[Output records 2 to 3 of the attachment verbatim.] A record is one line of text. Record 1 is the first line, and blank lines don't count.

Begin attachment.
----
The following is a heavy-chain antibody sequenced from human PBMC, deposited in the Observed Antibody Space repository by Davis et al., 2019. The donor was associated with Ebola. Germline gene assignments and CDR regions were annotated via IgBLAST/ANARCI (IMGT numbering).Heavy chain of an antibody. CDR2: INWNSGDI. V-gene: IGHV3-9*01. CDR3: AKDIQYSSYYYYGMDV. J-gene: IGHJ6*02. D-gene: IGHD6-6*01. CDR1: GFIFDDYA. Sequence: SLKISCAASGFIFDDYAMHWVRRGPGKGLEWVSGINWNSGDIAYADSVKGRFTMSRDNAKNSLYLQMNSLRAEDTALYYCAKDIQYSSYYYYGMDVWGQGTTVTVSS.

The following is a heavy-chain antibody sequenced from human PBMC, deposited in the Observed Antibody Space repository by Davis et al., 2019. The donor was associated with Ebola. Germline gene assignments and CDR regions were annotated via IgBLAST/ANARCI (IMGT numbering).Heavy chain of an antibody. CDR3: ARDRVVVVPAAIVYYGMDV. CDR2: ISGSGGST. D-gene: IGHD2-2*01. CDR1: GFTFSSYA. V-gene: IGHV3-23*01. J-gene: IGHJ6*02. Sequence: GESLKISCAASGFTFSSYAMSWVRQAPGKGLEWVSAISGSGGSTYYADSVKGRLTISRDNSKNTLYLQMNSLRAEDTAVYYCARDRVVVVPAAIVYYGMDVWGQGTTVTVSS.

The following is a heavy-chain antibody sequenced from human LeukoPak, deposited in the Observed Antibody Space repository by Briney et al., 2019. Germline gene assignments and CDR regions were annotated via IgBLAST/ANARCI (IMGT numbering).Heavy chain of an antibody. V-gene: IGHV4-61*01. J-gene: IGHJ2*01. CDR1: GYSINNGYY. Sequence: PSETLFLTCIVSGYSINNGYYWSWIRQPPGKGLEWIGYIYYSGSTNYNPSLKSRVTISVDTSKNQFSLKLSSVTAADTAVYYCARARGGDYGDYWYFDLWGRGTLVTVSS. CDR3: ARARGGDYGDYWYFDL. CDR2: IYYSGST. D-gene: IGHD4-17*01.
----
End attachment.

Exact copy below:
The following is a heavy-chain antibody sequenced from human PBMC, deposited in the Observed Antibody Space repository by Davis et al., 2019. The donor was associated with Ebola. Germline gene assignments and CDR regions were annotated via IgBLAST/ANARCI (IMGT numbering).Heavy chain of an antibody. CDR3: ARDRVVVVPAAIVYYGMDV. CDR2: ISGSGGST. D-gene: IGHD2-2*01. CDR1: GFTFSSYA. V-gene: IGHV3-23*01. J-gene: IGHJ6*02. Sequence: GESLKISCAASGFTFSSYAMSWVRQAPGKGLEWVSAISGSGGSTYYADSVKGRLTISRDNSKNTLYLQMNSLRAEDTAVYYCARDRVVVVPAAIVYYGMDVWGQGTTVTVSS.

The following is a heavy-chain antibody sequenced from human LeukoPak, deposited in the Observed Antibody Space repository by Briney et al., 2019. Germline gene assignments and CDR regions were annotated via IgBLAST/ANARCI (IMGT numbering).Heavy chain of an antibody. V-gene: IGHV4-61*01. J-gene: IGHJ2*01. CDR1: GYSINNGYY. Sequence: PSETLFLTCIVSGYSINNGYYWSWIRQPPGKGLEWIGYIYYSGSTNYNPSLKSRVTISVDTSKNQFSLKLSSVTAADTAVYYCARARGGDYGDYWYFDLWGRGTLVTVSS. CDR3: ARARGGDYGDYWYFDL. CDR2: IYYSGST. D-gene: IGHD4-17*01.